Approaching the cliff that marks the edge of the Masai Mara

Approaching the cliff that marks the edge of the Masai Mara

20150930-DSC_3624 20150930-DSC_3628The vegetation immediately went from relative green to almost completely brown, except along the winding waterways.

The plane landed at the first airport, unloaded two of our extra passengers, and then we were on our way again, Up over the next ridge, about 5 minutes flying time, and we set down at the second of the two airports, our destination (almost). Our new driver greeted us, and we set off on another 30 minute drive to the Fig Tree Lodge. We arrived at about 2:00 and immediately had lunch, which was very nicely done. We were all ready for it! Now I’m sitting here on the porch of our tent-cabin, while the domesticated eland is munching at the greenery around.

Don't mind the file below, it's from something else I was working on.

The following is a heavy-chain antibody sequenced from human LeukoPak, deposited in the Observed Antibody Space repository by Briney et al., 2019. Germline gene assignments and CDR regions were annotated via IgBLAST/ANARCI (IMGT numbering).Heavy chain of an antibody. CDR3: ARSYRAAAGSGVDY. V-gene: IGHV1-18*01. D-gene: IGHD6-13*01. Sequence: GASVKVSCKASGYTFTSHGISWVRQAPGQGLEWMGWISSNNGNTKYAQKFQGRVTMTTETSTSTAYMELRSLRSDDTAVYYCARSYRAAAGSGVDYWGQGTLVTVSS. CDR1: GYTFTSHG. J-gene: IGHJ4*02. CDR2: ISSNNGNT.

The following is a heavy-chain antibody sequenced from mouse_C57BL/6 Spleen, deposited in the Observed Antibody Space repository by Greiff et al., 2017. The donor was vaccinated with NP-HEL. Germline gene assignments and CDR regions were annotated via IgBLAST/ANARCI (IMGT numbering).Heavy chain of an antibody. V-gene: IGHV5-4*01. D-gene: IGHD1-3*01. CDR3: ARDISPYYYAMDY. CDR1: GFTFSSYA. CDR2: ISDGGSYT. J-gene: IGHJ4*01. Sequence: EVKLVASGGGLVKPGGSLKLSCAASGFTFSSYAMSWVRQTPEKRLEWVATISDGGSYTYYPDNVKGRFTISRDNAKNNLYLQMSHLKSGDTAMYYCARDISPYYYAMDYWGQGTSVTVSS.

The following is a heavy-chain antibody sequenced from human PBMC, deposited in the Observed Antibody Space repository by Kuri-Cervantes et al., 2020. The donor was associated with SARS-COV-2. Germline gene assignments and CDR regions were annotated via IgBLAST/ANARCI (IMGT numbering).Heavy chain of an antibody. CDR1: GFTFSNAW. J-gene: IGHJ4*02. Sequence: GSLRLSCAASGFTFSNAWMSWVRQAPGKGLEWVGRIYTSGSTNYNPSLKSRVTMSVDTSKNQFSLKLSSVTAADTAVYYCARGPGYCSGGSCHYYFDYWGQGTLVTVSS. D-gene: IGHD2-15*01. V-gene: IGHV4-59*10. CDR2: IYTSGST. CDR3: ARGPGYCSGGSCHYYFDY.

Gretchen petting the hotel's pet eland

Gretchen petting the hotel’s pet eland

She is certainly calm enough. 20150930-DSC_3665Gretchen got pictures, and then got right up and petted her. Bruce and Dee came out to see her, but now I am left to watch and wonder about her. Just the other side of the path she is on is the bank of the river that runs through the camp. It is down about 10 feet from the level we are on, but it does have water in it, despite the obviously dry conditions all around.

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Two cubs playing while mom eats

This afternoon, we went on our first drive through the Masai Mara. 20150930-DSC_3720 20150930-DSC_3742 We were very lucky, seeing a mother Cheetah and two young cubs finishing off a kill (Thompson’s gazelle, we think.)